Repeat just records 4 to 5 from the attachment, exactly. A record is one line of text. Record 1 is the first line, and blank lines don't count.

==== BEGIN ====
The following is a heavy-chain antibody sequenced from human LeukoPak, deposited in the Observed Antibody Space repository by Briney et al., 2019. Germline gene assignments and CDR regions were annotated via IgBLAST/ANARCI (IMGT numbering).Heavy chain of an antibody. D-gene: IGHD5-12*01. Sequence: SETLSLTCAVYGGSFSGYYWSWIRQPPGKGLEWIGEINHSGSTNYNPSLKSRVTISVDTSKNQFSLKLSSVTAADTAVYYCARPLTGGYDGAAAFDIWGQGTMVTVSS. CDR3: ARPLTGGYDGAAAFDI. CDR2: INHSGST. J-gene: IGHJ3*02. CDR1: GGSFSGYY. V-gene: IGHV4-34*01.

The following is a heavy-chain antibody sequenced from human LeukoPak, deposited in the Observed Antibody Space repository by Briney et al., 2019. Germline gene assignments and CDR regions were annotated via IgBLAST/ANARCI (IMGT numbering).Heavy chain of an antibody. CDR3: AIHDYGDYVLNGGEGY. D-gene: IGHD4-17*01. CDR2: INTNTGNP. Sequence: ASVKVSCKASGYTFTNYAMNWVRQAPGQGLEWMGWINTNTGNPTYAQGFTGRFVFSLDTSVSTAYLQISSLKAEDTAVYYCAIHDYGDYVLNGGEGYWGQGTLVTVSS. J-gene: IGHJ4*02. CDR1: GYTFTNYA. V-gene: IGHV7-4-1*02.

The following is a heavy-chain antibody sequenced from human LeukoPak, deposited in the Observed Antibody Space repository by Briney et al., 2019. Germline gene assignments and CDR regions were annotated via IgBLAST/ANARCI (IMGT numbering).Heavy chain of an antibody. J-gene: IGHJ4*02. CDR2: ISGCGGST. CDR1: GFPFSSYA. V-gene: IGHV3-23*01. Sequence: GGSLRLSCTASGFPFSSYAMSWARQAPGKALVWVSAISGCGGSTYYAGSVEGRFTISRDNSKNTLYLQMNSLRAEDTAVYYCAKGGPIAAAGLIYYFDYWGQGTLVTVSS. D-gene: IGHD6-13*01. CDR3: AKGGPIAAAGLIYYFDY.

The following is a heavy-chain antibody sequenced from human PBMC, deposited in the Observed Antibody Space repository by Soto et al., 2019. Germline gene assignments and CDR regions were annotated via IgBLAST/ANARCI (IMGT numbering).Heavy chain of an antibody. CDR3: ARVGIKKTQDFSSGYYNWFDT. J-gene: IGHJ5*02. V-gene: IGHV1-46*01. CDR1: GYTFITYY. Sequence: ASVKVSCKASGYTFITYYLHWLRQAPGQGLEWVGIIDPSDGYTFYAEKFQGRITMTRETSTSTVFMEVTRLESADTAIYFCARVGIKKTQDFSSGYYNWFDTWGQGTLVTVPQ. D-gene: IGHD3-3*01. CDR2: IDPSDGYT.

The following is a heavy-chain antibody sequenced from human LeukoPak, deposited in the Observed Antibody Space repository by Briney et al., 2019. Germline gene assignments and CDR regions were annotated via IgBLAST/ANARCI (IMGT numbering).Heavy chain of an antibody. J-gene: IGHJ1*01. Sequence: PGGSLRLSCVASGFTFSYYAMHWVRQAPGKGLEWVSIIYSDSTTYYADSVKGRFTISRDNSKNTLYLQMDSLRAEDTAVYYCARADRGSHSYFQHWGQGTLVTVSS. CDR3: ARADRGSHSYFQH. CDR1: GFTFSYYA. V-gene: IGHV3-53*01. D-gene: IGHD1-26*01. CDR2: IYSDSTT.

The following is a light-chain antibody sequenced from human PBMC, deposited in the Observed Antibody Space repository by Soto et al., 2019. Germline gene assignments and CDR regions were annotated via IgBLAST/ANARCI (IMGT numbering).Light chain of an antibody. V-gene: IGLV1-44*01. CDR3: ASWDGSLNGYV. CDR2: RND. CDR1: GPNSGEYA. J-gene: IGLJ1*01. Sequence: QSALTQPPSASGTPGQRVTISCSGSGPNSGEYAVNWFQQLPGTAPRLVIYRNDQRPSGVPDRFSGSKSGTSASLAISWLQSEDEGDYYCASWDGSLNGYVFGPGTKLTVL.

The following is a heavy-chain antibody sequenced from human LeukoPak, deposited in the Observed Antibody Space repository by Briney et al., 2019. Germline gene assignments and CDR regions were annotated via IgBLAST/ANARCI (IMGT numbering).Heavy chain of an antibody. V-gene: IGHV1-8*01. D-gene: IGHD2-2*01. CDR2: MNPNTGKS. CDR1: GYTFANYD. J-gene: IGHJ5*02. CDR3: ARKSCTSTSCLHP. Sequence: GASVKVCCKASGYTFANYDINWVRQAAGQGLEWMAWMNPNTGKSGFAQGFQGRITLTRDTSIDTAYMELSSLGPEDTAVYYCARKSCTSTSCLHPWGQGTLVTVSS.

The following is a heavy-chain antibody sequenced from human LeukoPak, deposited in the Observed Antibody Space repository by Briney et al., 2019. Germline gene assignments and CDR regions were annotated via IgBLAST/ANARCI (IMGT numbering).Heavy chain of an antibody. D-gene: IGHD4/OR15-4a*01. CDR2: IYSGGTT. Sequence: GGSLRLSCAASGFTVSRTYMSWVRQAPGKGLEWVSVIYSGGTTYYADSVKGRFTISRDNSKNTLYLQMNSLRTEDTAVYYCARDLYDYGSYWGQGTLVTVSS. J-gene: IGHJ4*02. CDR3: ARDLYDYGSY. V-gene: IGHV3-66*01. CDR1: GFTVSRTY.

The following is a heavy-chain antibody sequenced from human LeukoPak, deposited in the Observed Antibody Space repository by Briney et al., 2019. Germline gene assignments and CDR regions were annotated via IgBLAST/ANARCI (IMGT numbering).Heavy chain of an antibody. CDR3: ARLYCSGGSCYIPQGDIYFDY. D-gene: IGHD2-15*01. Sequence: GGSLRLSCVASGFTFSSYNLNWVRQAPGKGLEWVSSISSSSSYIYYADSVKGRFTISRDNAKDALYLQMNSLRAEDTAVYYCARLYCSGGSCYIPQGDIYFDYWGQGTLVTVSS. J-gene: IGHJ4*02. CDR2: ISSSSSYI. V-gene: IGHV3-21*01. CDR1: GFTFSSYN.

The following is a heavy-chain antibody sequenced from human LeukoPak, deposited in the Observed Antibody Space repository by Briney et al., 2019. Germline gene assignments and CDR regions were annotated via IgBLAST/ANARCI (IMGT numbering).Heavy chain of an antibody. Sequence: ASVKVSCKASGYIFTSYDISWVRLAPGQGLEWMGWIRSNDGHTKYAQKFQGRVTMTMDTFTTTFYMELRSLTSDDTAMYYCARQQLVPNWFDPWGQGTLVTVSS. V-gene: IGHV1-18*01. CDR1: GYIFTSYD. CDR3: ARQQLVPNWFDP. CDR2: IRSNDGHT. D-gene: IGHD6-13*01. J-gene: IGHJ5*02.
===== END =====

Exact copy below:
The following is a heavy-chain antibody sequenced from human PBMC, deposited in the Observed Antibody Space repository by Soto et al., 2019. Germline gene assignments and CDR regions were annotated via IgBLAST/ANARCI (IMGT numbering).Heavy chain of an antibody. CDR3: ARVGIKKTQDFSSGYYNWFDT. J-gene: IGHJ5*02. V-gene: IGHV1-46*01. CDR1: GYTFITYY. Sequence: ASVKVSCKASGYTFITYYLHWLRQAPGQGLEWVGIIDPSDGYTFYAEKFQGRITMTRETSTSTVFMEVTRLESADTAIYFCARVGIKKTQDFSSGYYNWFDTWGQGTLVTVPQ. D-gene: IGHD3-3*01. CDR2: IDPSDGYT.

The following is a heavy-chain antibody sequenced from human LeukoPak, deposited in the Observed Antibody Space repository by Briney et al., 2019. Germline gene assignments and CDR regions were annotated via IgBLAST/ANARCI (IMGT numbering).Heavy chain of an antibody. J-gene: IGHJ1*01. Sequence: PGGSLRLSCVASGFTFSYYAMHWVRQAPGKGLEWVSIIYSDSTTYYADSVKGRFTISRDNSKNTLYLQMDSLRAEDTAVYYCARADRGSHSYFQHWGQGTLVTVSS. CDR3: ARADRGSHSYFQH. CDR1: GFTFSYYA. V-gene: IGHV3-53*01. D-gene: IGHD1-26*01. CDR2: IYSDSTT.